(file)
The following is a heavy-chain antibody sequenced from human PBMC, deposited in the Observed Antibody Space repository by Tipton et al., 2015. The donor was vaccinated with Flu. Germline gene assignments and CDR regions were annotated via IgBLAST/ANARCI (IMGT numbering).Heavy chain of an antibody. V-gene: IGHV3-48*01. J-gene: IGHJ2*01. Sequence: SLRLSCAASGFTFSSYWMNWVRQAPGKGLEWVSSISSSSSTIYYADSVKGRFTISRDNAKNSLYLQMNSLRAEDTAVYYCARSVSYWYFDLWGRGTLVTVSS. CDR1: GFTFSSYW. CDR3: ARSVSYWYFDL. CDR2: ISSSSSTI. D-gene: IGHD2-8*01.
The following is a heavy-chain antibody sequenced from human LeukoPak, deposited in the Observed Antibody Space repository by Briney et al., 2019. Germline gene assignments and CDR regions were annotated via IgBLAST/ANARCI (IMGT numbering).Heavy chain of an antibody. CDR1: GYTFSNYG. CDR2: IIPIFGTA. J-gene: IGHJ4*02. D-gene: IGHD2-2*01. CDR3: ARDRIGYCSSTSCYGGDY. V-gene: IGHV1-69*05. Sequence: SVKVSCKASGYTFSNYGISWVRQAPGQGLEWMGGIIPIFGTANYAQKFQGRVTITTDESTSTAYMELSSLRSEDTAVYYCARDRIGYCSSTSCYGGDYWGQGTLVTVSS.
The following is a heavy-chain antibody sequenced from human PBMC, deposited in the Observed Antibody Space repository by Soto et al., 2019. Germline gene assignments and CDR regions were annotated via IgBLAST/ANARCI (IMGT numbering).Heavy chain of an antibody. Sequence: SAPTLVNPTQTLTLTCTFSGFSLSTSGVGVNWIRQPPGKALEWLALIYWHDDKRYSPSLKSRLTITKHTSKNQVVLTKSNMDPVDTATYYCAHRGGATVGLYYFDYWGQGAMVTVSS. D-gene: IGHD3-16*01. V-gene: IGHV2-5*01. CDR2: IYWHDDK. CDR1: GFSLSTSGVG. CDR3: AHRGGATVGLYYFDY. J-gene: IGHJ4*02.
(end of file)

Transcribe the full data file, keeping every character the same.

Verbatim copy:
The following is a heavy-chain antibody sequenced from human PBMC, deposited in the Observed Antibody Space repository by Tipton et al., 2015. The donor was vaccinated with Flu. Germline gene assignments and CDR regions were annotated via IgBLAST/ANARCI (IMGT numbering).Heavy chain of an antibody. V-gene: IGHV3-48*01. J-gene: IGHJ2*01. Sequence: SLRLSCAASGFTFSSYWMNWVRQAPGKGLEWVSSISSSSSTIYYADSVKGRFTISRDNAKNSLYLQMNSLRAEDTAVYYCARSVSYWYFDLWGRGTLVTVSS. CDR1: GFTFSSYW. CDR3: ARSVSYWYFDL. CDR2: ISSSSSTI. D-gene: IGHD2-8*01.
The following is a heavy-chain antibody sequenced from human LeukoPak, deposited in the Observed Antibody Space repository by Briney et al., 2019. Germline gene assignments and CDR regions were annotated via IgBLAST/ANARCI (IMGT numbering).Heavy chain of an antibody. CDR1: GYTFSNYG. CDR2: IIPIFGTA. J-gene: IGHJ4*02. D-gene: IGHD2-2*01. CDR3: ARDRIGYCSSTSCYGGDY. V-gene: IGHV1-69*05. Sequence: SVKVSCKASGYTFSNYGISWVRQAPGQGLEWMGGIIPIFGTANYAQKFQGRVTITTDESTSTAYMELSSLRSEDTAVYYCARDRIGYCSSTSCYGGDYWGQGTLVTVSS.
The following is a heavy-chain antibody sequenced from human PBMC, deposited in the Observed Antibody Space repository by Soto et al., 2019. Germline gene assignments and CDR regions were annotated via IgBLAST/ANARCI (IMGT numbering).Heavy chain of an antibody. Sequence: SAPTLVNPTQTLTLTCTFSGFSLSTSGVGVNWIRQPPGKALEWLALIYWHDDKRYSPSLKSRLTITKHTSKNQVVLTKSNMDPVDTATYYCAHRGGATVGLYYFDYWGQGAMVTVSS. D-gene: IGHD3-16*01. V-gene: IGHV2-5*01. CDR2: IYWHDDK. CDR1: GFSLSTSGVG. CDR3: AHRGGATVGLYYFDY. J-gene: IGHJ4*02.